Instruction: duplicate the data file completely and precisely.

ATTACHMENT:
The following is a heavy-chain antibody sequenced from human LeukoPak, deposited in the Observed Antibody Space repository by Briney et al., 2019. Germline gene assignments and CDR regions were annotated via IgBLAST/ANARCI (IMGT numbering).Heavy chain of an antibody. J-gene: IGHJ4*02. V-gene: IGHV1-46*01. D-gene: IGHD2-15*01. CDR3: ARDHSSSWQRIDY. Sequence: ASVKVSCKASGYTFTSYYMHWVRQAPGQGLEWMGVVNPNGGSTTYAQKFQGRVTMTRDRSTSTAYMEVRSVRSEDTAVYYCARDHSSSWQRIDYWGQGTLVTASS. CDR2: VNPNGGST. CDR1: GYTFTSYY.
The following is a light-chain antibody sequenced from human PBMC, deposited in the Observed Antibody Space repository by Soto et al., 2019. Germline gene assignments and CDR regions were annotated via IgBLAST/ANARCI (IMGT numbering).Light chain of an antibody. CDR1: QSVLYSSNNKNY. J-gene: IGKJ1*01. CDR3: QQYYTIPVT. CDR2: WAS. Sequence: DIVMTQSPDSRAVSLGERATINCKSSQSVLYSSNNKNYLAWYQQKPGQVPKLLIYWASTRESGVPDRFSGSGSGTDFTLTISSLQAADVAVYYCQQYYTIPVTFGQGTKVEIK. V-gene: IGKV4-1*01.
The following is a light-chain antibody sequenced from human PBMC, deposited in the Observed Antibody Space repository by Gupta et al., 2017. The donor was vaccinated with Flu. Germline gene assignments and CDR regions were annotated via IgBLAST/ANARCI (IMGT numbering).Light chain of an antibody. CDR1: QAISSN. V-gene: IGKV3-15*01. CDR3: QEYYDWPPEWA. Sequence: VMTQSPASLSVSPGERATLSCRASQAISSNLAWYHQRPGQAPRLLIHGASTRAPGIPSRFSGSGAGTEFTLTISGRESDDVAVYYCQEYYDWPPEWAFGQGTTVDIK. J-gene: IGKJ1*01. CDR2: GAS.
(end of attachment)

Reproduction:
The following is a heavy-chain antibody sequenced from human LeukoPak, deposited in the Observed Antibody Space repository by Briney et al., 2019. Germline gene assignments and CDR regions were annotated via IgBLAST/ANARCI (IMGT numbering).Heavy chain of an antibody. J-gene: IGHJ4*02. V-gene: IGHV1-46*01. D-gene: IGHD2-15*01. CDR3: ARDHSSSWQRIDY. Sequence: ASVKVSCKASGYTFTSYYMHWVRQAPGQGLEWMGVVNPNGGSTTYAQKFQGRVTMTRDRSTSTAYMEVRSVRSEDTAVYYCARDHSSSWQRIDYWGQGTLVTASS. CDR2: VNPNGGST. CDR1: GYTFTSYY.
The following is a light-chain antibody sequenced from human PBMC, deposited in the Observed Antibody Space repository by Soto et al., 2019. Germline gene assignments and CDR regions were annotated via IgBLAST/ANARCI (IMGT numbering).Light chain of an antibody. CDR1: QSVLYSSNNKNY. J-gene: IGKJ1*01. CDR3: QQYYTIPVT. CDR2: WAS. Sequence: DIVMTQSPDSRAVSLGERATINCKSSQSVLYSSNNKNYLAWYQQKPGQVPKLLIYWASTRESGVPDRFSGSGSGTDFTLTISSLQAADVAVYYCQQYYTIPVTFGQGTKVEIK. V-gene: IGKV4-1*01.
The following is a light-chain antibody sequenced from human PBMC, deposited in the Observed Antibody Space repository by Gupta et al., 2017. The donor was vaccinated with Flu. Germline gene assignments and CDR regions were annotated via IgBLAST/ANARCI (IMGT numbering).Light chain of an antibody. CDR1: QAISSN. V-gene: IGKV3-15*01. CDR3: QEYYDWPPEWA. Sequence: VMTQSPASLSVSPGERATLSCRASQAISSNLAWYHQRPGQAPRLLIHGASTRAPGIPSRFSGSGAGTEFTLTISGRESDDVAVYYCQEYYDWPPEWAFGQGTTVDIK. J-gene: IGKJ1*01. CDR2: GAS.